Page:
If you get your nutrition factoids from headlines, you might have recently concluded that omega-3 fats cause prostate cancer.
FACT: omega-3 fats are nutrients. That means, your body absolutely needs them to function properly. It doesn’t make much evolutionary sense for the human body to require a substance that actually causes disease. If that were the case, humans would have died out long ago.
Nevertheless, ignorant journalists pumped up this story, because, well, they can. Journalists aren’t nutrition experts, and have no ability to sort through poor study design. They don’t understand that “association does not equal causation“. All they care about is a big screaming sensational headline.
Here’s an example of the kind of junk conclusions that are possible when you believe “association equals causation”: Every human that ever lived breathed air. They all eventually die. Therefore air causes death.
This omega-3 study fits that same pattern. The study surveyed men who had prostate cancer and tested their blood for omega-3 fats. Results: men with more omega-3 in their blood had more risk for prostate cancer.
Here’s what they didn’t bother to think about:
- Men diagnosed with prostate cancer may have started doing things they thought would help, such as taking omega-3 supplements or eating more salmon. What else were they doing that wasn’t measured? Taking herbs or chemotherapy medications that affected omega-3 metabolism as a side effect?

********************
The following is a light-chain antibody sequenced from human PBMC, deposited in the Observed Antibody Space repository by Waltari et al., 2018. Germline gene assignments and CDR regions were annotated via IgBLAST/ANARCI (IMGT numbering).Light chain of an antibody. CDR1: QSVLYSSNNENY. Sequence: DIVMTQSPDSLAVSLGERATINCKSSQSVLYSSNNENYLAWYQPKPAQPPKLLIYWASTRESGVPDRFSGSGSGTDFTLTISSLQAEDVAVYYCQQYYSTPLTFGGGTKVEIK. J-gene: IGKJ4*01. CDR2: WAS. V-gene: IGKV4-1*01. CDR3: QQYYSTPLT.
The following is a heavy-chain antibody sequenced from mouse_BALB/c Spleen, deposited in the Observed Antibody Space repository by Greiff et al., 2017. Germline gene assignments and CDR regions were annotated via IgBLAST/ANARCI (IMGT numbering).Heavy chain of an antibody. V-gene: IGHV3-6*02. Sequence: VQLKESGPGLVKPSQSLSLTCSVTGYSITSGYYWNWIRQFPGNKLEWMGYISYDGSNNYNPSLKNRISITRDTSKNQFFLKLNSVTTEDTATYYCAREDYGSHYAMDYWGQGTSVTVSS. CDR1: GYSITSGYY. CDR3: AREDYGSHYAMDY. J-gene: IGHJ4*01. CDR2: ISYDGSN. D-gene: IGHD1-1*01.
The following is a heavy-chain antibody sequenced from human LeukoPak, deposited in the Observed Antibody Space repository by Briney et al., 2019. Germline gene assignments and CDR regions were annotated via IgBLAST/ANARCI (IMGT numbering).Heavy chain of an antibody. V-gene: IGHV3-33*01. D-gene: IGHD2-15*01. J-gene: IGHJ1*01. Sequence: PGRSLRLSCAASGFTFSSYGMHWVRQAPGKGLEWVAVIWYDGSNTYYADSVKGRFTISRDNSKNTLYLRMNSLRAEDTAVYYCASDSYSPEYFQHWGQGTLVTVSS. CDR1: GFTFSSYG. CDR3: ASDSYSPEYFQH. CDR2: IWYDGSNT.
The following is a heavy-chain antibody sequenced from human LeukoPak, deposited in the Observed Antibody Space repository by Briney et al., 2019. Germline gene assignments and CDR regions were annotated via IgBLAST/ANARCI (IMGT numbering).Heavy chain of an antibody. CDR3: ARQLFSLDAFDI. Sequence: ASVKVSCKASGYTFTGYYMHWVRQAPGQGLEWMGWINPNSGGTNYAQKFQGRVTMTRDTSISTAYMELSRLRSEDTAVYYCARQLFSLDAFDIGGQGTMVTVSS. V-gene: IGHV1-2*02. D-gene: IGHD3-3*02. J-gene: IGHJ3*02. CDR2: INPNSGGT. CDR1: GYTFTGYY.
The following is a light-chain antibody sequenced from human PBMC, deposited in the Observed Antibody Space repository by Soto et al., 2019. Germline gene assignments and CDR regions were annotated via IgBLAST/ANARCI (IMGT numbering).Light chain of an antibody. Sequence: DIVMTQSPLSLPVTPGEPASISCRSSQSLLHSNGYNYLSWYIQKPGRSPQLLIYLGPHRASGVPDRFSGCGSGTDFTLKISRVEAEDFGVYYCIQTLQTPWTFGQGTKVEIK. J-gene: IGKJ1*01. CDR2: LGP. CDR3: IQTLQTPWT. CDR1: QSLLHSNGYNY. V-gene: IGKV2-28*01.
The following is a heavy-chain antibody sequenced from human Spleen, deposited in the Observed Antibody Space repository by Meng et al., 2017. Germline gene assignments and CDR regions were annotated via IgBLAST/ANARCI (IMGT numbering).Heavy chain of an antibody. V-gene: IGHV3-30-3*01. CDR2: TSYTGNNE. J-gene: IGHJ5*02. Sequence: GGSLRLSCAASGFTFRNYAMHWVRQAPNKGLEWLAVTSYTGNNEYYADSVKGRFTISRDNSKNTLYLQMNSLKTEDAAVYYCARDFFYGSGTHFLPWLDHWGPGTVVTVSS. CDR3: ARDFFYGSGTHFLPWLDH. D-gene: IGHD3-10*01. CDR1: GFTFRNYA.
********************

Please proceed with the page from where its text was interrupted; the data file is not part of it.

- The differences in blood levels that supposedly correlated with higher cancer risk were incredibly small. As one critic noted, you could have a temporary increase just from eating fish for lunch. Which brings up another problem:
- The whole study was based on just one blood draw. Leaving the numbers open to random variation based on what someone ate for lunch, having no relevance to long term blood levels.
Here’s an interesting fact, courtesy of National Geographic Magazine: members of the Karuk tribe, who lived along the Klamath River in Oregon long ago, ate more than a pound of salmon a day. Every day. Do the math: that adds up to roughly 5-6 grams of omega-3 fats every single day of a Karuk’s life. Most omega-3 supplements contain a comparatively measly 1/2 gram per day. There is no record that the Karuk tribe, or any other of the numerous Arctic tribes that had very high daily intake of omega-3 from salmon, herring, sardines, seal or other ocean mammals, had any history of a prostate cancer epidemic. Why not?
There’s a more obvious and contemporary comparison to make, mentioned by many of the critics of this junk study: if omega-3 causes prostate cancer, why isn’t there an epidemic of prostate cancer in Japan? Denmark? Sweden? What about the cod-liver-oil-swilling Norwegians? In fact, people in these countries are considerably healthier than in the US.
The only way to prove a link between omega-3 and prostate cancer is to find large numbers of male subjects, preferably by age 18, and sign them up for a life long study. One group gets omega-3 and/or eats salmon, flax, canola oil and walnuts frequently. One group cannot consume omega-3 or eat any high fat ocean fish or walnuts or canola oil or flax or anything that contains any of those. For 50+ years. In fact, because these diet restrictions are so draconian, all the subjects will likely have to be confined to a facility that provides all their food in measured portions. Keep track of who gets prostate cancer and who doesn’t. Then we’ll know. Anyone want to volunteer?